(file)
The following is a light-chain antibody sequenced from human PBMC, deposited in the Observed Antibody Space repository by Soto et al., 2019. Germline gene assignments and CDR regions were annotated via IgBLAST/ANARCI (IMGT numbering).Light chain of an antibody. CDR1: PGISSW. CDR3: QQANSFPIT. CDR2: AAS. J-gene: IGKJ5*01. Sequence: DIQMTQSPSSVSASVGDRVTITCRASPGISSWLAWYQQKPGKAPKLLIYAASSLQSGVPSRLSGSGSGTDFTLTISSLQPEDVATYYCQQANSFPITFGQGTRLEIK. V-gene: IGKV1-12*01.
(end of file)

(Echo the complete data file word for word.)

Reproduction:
The following is a light-chain antibody sequenced from human PBMC, deposited in the Observed Antibody Space repository by Soto et al., 2019. Germline gene assignments and CDR regions were annotated via IgBLAST/ANARCI (IMGT numbering).Light chain of an antibody. CDR1: PGISSW. CDR3: QQANSFPIT. CDR2: AAS. J-gene: IGKJ5*01. Sequence: DIQMTQSPSSVSASVGDRVTITCRASPGISSWLAWYQQKPGKAPKLLIYAASSLQSGVPSRLSGSGSGTDFTLTISSLQPEDVATYYCQQANSFPITFGQGTRLEIK. V-gene: IGKV1-12*01.